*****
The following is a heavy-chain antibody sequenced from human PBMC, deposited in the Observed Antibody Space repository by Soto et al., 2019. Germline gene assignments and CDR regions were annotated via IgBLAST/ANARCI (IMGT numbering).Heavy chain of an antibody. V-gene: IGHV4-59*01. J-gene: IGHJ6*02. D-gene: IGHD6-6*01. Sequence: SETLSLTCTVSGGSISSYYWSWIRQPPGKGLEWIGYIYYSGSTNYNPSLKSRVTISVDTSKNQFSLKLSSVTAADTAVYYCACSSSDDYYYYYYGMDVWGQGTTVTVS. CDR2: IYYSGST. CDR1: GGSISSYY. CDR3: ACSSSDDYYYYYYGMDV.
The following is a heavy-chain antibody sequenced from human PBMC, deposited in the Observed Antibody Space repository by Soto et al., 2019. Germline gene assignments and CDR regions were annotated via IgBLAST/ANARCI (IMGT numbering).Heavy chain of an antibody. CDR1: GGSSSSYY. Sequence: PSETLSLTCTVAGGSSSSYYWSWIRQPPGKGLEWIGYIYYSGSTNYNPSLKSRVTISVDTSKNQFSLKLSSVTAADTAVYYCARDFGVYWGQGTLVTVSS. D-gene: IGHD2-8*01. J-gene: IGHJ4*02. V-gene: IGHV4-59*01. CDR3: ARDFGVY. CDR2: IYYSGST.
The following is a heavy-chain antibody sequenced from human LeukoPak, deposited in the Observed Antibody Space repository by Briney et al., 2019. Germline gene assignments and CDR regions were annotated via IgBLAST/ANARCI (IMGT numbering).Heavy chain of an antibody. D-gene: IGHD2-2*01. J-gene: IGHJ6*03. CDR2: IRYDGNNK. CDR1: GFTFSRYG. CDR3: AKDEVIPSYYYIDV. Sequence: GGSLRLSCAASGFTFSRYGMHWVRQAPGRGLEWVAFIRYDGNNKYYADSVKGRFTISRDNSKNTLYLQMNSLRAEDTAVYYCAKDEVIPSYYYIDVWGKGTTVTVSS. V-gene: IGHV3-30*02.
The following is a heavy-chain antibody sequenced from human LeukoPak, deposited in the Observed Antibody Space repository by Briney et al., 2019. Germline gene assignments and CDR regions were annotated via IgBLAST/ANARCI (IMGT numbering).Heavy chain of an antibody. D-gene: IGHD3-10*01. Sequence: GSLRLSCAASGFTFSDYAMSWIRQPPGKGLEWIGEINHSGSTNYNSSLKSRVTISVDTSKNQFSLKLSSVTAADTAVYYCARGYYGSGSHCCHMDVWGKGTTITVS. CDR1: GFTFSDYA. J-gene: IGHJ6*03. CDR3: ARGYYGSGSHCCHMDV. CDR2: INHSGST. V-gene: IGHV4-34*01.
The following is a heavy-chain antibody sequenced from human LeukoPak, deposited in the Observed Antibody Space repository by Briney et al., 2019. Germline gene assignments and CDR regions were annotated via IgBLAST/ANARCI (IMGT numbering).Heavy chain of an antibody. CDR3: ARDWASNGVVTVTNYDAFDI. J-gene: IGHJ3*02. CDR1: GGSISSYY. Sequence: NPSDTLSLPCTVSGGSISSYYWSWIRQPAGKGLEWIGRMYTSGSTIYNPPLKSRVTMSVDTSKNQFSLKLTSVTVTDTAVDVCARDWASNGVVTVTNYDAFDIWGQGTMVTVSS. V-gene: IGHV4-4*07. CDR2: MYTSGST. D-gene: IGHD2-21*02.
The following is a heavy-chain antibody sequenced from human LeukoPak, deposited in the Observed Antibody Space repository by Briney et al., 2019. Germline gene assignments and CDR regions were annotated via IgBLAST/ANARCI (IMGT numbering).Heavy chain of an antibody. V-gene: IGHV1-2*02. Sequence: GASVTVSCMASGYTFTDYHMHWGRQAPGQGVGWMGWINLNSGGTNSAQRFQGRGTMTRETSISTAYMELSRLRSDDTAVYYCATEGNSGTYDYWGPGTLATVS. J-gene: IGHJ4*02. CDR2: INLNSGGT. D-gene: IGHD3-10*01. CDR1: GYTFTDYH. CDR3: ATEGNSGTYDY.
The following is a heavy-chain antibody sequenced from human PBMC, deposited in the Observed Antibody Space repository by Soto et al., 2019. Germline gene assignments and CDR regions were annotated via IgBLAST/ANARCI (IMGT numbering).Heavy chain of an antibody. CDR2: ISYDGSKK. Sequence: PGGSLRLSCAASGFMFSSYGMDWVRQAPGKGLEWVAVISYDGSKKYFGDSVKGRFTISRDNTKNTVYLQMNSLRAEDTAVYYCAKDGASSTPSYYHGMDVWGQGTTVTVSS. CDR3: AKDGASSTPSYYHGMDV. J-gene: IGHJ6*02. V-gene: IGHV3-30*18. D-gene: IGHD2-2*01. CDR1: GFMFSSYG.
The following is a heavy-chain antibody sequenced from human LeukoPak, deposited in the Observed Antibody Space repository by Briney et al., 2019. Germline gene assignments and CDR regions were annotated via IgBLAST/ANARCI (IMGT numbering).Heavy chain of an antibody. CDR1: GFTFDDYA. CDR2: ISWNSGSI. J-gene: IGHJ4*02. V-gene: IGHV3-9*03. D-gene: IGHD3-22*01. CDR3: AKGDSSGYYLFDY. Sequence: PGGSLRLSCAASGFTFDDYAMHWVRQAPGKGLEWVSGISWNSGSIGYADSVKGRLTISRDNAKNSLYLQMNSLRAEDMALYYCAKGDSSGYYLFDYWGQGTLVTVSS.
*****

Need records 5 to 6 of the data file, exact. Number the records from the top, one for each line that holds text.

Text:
The following is a heavy-chain antibody sequenced from human LeukoPak, deposited in the Observed Antibody Space repository by Briney et al., 2019. Germline gene assignments and CDR regions were annotated via IgBLAST/ANARCI (IMGT numbering).Heavy chain of an antibody. CDR3: ARDWASNGVVTVTNYDAFDI. J-gene: IGHJ3*02. CDR1: GGSISSYY. Sequence: NPSDTLSLPCTVSGGSISSYYWSWIRQPAGKGLEWIGRMYTSGSTIYNPPLKSRVTMSVDTSKNQFSLKLTSVTVTDTAVDVCARDWASNGVVTVTNYDAFDIWGQGTMVTVSS. V-gene: IGHV4-4*07. CDR2: MYTSGST. D-gene: IGHD2-21*02.
The following is a heavy-chain antibody sequenced from human LeukoPak, deposited in the Observed Antibody Space repository by Briney et al., 2019. Germline gene assignments and CDR regions were annotated via IgBLAST/ANARCI (IMGT numbering).Heavy chain of an antibody. V-gene: IGHV1-2*02. Sequence: GASVTVSCMASGYTFTDYHMHWGRQAPGQGVGWMGWINLNSGGTNSAQRFQGRGTMTRETSISTAYMELSRLRSDDTAVYYCATEGNSGTYDYWGPGTLATVS. J-gene: IGHJ4*02. CDR2: INLNSGGT. D-gene: IGHD3-10*01. CDR1: GYTFTDYH. CDR3: ATEGNSGTYDY.